Browsing Library by Subject "academic journals"
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- ItemChoosing the best journal for your paper(2017) Hall, RobynWith thousands of academic journals to choose from, deciding where to submit a paper can be a daunting task. What journal is the best fit for your area of research? Which journals have the greatest impact? Should you consider open access publishing options? Which publishers should you avoid? This session will provide insight into these questions, while giving attendees an overview of tools that can help with finding and assessing journals, including Ulrichsweb.
- ItemHow do you solve a problem like scholarly peer review?(2017) Hall, RobynPeer-review of research literature might be the best method we have for vetting academic work for quality and legitimacy prior to publication, but it is far from perfect. This session is for anyone planning to submit work to an academic journal, act as a peer-reviewer, or who gives students assignments that require them to only use peer- reviewed articles. It will provide an overview of the history of peer-review as we now know it, addressing its weaknesses and faults while also detailing strategies and initiatives currently underway to improve upon and strengthen current practices.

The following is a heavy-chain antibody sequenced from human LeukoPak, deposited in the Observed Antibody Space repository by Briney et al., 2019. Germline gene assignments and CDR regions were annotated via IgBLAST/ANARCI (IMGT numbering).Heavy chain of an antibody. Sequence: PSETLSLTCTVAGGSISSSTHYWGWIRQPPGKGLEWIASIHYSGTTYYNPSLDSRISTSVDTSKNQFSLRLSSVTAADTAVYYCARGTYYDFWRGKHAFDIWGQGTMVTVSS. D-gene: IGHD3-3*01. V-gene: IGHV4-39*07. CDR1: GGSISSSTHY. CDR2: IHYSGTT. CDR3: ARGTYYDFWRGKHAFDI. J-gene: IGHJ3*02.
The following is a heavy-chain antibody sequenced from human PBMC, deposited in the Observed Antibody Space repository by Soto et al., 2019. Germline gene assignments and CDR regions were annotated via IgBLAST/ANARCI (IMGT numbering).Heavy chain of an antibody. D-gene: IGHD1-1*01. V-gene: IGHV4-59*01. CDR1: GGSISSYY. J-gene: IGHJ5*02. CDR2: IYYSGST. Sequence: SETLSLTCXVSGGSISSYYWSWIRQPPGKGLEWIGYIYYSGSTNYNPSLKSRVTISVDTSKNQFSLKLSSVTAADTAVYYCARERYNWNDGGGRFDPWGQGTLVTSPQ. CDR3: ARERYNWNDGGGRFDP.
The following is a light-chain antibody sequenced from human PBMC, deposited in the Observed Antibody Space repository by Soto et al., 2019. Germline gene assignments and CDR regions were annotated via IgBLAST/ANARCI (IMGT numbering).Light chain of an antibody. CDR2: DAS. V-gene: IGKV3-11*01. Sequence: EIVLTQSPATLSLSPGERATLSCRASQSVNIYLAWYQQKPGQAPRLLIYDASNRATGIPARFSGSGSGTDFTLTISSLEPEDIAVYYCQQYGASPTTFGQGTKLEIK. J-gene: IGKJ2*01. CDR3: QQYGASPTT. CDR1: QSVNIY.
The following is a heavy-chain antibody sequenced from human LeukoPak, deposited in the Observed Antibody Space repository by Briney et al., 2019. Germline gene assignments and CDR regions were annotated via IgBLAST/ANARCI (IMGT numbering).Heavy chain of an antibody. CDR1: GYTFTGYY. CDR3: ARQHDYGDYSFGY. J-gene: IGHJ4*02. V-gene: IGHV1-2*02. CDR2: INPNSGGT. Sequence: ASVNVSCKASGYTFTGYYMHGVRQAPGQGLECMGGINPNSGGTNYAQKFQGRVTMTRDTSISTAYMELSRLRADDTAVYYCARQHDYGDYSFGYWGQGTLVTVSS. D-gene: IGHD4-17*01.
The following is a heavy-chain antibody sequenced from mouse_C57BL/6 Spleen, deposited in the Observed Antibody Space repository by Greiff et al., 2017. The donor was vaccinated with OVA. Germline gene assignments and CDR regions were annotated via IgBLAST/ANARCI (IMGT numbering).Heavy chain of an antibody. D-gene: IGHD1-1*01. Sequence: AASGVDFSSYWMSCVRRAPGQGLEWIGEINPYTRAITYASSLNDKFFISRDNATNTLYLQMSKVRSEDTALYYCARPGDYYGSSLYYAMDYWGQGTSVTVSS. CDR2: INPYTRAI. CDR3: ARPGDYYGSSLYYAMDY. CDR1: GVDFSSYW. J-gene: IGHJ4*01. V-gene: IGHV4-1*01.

- ItemWhat we can learn from the online graveyard of inactive undergraduate student journals(2019) Hall, RobynUndergraduate open access journals provide a valuable opportunity for students to disseminate their work online and begin to establish an academic footprint, while learning about academic peer-review and publishing processes first-hand. At the same time that these publications give direct benefit to students, however, many of these venues have come and gone over the last two decades, raising questions as to what it takes to keep a student journal going consistently long-term, as well as what to do with these publications once they have ceased production. Drawing on findings from an analysis of student journals that have been inactive for at least two years and that are hosted by North American university publishing services, this presentation investigates common reasons why student journals become defunct. In light of these findings, it provides insights into how current university journal hosting service providers and publishers can help ensure the continued existence of student publications moving forward. It also discusses best practices around what to do when a student journal is discontinued in terms of communicating to users that the journal is no longer accepting submissions, and strategies for providing long-term access and digital preservation of these works.